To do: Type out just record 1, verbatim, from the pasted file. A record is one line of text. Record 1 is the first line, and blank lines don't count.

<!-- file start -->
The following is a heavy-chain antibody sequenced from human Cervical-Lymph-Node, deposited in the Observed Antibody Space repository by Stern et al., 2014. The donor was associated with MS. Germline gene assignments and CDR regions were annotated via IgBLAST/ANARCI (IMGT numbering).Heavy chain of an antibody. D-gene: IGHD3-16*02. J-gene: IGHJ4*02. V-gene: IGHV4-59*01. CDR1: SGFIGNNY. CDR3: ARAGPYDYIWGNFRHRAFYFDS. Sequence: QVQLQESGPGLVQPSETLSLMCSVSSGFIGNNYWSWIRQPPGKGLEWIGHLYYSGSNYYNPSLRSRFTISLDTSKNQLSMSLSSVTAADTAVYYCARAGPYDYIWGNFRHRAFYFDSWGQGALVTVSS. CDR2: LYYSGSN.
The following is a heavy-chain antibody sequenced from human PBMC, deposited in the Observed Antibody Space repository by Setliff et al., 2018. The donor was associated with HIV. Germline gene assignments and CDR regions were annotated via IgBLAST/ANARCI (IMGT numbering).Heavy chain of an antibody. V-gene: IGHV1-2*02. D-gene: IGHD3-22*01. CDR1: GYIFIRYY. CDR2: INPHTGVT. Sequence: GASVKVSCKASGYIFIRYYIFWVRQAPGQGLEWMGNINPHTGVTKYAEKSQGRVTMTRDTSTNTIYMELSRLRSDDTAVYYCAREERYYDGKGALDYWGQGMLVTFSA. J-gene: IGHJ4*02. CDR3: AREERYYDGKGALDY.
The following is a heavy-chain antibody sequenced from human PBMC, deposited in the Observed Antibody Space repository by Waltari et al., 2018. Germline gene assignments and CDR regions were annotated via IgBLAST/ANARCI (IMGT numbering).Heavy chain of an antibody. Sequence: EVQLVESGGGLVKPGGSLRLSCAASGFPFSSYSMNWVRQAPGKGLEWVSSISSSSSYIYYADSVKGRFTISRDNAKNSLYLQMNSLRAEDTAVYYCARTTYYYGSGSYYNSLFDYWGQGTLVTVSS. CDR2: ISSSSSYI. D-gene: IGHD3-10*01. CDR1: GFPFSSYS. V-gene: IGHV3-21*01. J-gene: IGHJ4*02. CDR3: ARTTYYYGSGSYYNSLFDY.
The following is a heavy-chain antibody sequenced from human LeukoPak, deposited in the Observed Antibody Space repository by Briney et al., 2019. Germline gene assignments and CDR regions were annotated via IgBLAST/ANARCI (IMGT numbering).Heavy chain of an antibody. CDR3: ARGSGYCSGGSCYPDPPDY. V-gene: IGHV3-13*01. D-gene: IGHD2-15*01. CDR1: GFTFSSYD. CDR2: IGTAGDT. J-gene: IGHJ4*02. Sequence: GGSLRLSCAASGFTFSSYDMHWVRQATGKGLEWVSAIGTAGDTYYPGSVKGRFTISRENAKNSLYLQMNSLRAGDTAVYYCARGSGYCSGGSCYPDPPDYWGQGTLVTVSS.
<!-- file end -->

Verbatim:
The following is a heavy-chain antibody sequenced from human Cervical-Lymph-Node, deposited in the Observed Antibody Space repository by Stern et al., 2014. The donor was associated with MS. Germline gene assignments and CDR regions were annotated via IgBLAST/ANARCI (IMGT numbering).Heavy chain of an antibody. D-gene: IGHD3-16*02. J-gene: IGHJ4*02. V-gene: IGHV4-59*01. CDR1: SGFIGNNY. CDR3: ARAGPYDYIWGNFRHRAFYFDS. Sequence: QVQLQESGPGLVQPSETLSLMCSVSSGFIGNNYWSWIRQPPGKGLEWIGHLYYSGSNYYNPSLRSRFTISLDTSKNQLSMSLSSVTAADTAVYYCARAGPYDYIWGNFRHRAFYFDSWGQGALVTVSS. CDR2: LYYSGSN.